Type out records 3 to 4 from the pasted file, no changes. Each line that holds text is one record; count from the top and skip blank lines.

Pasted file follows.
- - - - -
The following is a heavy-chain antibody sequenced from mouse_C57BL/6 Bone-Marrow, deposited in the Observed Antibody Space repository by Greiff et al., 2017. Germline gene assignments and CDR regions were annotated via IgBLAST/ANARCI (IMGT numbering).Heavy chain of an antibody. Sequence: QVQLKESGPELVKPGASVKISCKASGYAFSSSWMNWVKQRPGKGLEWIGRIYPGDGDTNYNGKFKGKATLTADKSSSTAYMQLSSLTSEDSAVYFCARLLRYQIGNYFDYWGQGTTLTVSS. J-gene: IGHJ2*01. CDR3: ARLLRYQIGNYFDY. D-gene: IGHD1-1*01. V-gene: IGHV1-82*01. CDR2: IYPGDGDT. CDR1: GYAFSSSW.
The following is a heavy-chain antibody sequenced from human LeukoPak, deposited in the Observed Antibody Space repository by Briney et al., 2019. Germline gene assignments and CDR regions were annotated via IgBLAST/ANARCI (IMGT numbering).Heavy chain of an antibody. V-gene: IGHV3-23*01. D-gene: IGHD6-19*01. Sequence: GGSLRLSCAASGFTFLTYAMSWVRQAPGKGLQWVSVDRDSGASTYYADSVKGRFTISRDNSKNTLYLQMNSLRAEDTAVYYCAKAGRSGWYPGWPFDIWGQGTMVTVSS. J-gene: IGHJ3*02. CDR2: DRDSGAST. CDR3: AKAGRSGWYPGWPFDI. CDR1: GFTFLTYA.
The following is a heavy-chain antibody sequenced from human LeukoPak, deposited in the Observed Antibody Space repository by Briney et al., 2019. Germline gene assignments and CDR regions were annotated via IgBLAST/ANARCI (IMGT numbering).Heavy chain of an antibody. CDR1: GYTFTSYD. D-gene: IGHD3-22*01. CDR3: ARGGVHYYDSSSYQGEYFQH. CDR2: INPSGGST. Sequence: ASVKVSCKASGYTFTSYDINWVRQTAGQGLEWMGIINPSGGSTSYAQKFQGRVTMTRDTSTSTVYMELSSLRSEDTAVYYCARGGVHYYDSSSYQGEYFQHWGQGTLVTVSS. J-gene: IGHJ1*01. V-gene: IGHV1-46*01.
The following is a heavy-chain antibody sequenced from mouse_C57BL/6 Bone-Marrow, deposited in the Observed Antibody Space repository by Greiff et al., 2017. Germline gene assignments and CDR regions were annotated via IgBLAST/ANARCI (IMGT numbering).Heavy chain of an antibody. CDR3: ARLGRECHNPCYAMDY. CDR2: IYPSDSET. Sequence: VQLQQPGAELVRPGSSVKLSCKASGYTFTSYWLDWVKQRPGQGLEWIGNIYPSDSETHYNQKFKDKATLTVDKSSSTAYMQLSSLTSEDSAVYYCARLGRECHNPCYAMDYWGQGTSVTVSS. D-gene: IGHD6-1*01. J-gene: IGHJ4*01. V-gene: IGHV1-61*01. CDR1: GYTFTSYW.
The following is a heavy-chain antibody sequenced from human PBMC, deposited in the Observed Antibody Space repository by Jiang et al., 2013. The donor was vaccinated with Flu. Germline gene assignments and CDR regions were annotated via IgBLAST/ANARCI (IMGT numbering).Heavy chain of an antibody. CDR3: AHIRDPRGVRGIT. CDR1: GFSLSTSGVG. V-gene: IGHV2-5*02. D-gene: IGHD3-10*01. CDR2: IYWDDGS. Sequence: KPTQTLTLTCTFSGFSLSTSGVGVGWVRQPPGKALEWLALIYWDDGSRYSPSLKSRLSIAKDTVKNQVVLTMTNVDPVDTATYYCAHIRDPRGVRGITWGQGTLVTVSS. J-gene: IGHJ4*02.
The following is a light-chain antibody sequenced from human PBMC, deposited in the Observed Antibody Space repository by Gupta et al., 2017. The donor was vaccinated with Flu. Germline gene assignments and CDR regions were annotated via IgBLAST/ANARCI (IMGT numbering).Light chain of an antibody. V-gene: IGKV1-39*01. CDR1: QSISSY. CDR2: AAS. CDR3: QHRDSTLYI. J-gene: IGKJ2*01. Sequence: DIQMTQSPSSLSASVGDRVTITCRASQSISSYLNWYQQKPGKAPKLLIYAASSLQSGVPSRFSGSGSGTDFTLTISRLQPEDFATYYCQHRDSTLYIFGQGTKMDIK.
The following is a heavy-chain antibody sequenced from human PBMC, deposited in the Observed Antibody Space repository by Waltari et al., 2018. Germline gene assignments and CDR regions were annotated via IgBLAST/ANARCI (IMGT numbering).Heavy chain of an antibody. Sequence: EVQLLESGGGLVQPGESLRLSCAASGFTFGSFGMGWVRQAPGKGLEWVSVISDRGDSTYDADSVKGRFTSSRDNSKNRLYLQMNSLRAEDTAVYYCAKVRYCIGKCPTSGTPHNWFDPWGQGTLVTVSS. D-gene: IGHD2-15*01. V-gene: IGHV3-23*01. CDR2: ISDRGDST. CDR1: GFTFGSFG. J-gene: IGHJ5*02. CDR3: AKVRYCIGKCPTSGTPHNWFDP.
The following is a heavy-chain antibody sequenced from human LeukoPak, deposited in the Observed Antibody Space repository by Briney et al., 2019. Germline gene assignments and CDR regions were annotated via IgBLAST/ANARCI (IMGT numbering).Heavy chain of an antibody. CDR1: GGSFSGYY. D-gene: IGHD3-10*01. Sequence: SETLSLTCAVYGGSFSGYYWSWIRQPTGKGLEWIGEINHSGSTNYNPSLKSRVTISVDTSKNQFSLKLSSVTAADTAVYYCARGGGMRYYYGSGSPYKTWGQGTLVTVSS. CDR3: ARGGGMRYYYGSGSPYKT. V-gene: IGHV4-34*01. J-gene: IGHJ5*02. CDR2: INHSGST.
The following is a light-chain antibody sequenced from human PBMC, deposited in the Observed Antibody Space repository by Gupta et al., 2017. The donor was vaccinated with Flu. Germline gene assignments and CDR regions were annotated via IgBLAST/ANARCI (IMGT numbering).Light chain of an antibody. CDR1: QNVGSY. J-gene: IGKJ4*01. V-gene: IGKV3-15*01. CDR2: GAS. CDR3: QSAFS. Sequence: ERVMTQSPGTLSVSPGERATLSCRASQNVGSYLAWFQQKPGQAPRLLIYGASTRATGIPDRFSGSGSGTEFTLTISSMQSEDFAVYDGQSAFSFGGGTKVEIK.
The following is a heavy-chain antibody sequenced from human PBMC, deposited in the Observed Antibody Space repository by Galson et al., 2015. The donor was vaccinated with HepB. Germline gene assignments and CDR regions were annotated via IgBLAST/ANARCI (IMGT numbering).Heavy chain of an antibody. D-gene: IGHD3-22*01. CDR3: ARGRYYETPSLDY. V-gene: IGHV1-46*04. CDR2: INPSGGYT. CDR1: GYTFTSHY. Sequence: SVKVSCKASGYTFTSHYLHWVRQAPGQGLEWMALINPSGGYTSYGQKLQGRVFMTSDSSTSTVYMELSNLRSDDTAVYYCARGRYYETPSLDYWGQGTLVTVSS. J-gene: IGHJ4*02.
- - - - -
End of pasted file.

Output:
The following is a heavy-chain antibody sequenced from human LeukoPak, deposited in the Observed Antibody Space repository by Briney et al., 2019. Germline gene assignments and CDR regions were annotated via IgBLAST/ANARCI (IMGT numbering).Heavy chain of an antibody. CDR1: GYTFTSYD. D-gene: IGHD3-22*01. CDR3: ARGGVHYYDSSSYQGEYFQH. CDR2: INPSGGST. Sequence: ASVKVSCKASGYTFTSYDINWVRQTAGQGLEWMGIINPSGGSTSYAQKFQGRVTMTRDTSTSTVYMELSSLRSEDTAVYYCARGGVHYYDSSSYQGEYFQHWGQGTLVTVSS. J-gene: IGHJ1*01. V-gene: IGHV1-46*01.
The following is a heavy-chain antibody sequenced from mouse_C57BL/6 Bone-Marrow, deposited in the Observed Antibody Space repository by Greiff et al., 2017. Germline gene assignments and CDR regions were annotated via IgBLAST/ANARCI (IMGT numbering).Heavy chain of an antibody. CDR3: ARLGRECHNPCYAMDY. CDR2: IYPSDSET. Sequence: VQLQQPGAELVRPGSSVKLSCKASGYTFTSYWLDWVKQRPGQGLEWIGNIYPSDSETHYNQKFKDKATLTVDKSSSTAYMQLSSLTSEDSAVYYCARLGRECHNPCYAMDYWGQGTSVTVSS. D-gene: IGHD6-1*01. J-gene: IGHJ4*01. V-gene: IGHV1-61*01. CDR1: GYTFTSYW.